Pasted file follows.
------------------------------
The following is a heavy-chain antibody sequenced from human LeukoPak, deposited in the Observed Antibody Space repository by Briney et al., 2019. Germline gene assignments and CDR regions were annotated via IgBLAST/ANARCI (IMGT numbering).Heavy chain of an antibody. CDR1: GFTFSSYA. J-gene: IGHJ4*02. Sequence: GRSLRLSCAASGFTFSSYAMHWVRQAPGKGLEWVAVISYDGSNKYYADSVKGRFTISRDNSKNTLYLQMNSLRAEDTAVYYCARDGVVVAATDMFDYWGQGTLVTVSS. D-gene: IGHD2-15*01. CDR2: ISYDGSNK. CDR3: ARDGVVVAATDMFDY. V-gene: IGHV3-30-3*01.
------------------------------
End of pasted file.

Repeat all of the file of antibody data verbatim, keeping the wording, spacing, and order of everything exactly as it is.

The following is a heavy-chain antibody sequenced from human LeukoPak, deposited in the Observed Antibody Space repository by Briney et al., 2019. Germline gene assignments and CDR regions were annotated via IgBLAST/ANARCI (IMGT numbering).Heavy chain of an antibody. CDR1: GFTFSSYA. J-gene: IGHJ4*02. Sequence: GRSLRLSCAASGFTFSSYAMHWVRQAPGKGLEWVAVISYDGSNKYYADSVKGRFTISRDNSKNTLYLQMNSLRAEDTAVYYCARDGVVVAATDMFDYWGQGTLVTVSS. D-gene: IGHD2-15*01. CDR2: ISYDGSNK. CDR3: ARDGVVVAATDMFDY. V-gene: IGHV3-30-3*01.